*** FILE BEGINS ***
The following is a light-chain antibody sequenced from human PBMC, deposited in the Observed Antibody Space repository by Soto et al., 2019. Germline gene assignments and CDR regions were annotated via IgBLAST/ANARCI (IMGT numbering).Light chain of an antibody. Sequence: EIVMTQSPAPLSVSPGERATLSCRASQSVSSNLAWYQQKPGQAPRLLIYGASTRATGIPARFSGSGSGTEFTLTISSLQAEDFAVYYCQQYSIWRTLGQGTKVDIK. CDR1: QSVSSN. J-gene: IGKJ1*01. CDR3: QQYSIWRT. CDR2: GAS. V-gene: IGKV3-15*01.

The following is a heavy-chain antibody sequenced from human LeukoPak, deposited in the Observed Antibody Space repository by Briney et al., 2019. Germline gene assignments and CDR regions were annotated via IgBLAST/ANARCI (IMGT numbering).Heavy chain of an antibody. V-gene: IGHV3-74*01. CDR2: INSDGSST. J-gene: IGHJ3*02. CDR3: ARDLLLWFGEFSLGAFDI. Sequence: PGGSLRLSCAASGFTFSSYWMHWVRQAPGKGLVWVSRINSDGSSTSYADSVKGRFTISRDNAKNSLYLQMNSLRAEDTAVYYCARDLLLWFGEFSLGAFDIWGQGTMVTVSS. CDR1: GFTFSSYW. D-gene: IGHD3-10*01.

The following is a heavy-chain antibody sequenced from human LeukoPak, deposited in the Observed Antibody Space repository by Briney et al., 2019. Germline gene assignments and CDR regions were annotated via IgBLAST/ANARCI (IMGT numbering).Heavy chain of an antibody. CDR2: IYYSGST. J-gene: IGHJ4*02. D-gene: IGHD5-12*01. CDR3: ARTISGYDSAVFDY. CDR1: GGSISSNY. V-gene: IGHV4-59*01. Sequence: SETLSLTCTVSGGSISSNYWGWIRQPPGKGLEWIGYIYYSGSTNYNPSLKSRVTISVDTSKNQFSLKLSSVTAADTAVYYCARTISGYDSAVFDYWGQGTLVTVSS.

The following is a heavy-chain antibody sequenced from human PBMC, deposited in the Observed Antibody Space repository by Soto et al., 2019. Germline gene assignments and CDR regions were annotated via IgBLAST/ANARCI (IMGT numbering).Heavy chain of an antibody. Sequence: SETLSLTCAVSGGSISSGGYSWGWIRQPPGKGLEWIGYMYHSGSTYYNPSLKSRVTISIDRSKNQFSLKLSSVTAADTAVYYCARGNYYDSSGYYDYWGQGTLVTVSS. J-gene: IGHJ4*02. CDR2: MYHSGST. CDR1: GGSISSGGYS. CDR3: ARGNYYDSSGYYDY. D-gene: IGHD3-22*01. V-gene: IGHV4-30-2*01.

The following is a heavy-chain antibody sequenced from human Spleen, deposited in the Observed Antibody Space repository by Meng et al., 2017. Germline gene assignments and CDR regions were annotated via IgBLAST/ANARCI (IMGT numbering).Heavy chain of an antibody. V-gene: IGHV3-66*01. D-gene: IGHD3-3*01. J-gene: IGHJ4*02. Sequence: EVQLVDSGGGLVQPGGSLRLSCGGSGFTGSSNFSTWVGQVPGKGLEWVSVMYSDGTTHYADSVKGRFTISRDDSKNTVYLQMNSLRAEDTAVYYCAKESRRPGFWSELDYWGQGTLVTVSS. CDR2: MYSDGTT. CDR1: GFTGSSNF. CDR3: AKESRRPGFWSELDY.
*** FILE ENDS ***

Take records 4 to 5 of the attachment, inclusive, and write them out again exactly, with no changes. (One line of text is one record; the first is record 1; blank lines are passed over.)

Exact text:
The following is a heavy-chain antibody sequenced from human PBMC, deposited in the Observed Antibody Space repository by Soto et al., 2019. Germline gene assignments and CDR regions were annotated via IgBLAST/ANARCI (IMGT numbering).Heavy chain of an antibody. Sequence: SETLSLTCAVSGGSISSGGYSWGWIRQPPGKGLEWIGYMYHSGSTYYNPSLKSRVTISIDRSKNQFSLKLSSVTAADTAVYYCARGNYYDSSGYYDYWGQGTLVTVSS. J-gene: IGHJ4*02. CDR2: MYHSGST. CDR1: GGSISSGGYS. CDR3: ARGNYYDSSGYYDY. D-gene: IGHD3-22*01. V-gene: IGHV4-30-2*01.

The following is a heavy-chain antibody sequenced from human Spleen, deposited in the Observed Antibody Space repository by Meng et al., 2017. Germline gene assignments and CDR regions were annotated via IgBLAST/ANARCI (IMGT numbering).Heavy chain of an antibody. V-gene: IGHV3-66*01. D-gene: IGHD3-3*01. J-gene: IGHJ4*02. Sequence: EVQLVDSGGGLVQPGGSLRLSCGGSGFTGSSNFSTWVGQVPGKGLEWVSVMYSDGTTHYADSVKGRFTISRDDSKNTVYLQMNSLRAEDTAVYYCAKESRRPGFWSELDYWGQGTLVTVSS. CDR2: MYSDGTT. CDR1: GFTGSSNF. CDR3: AKESRRPGFWSELDY.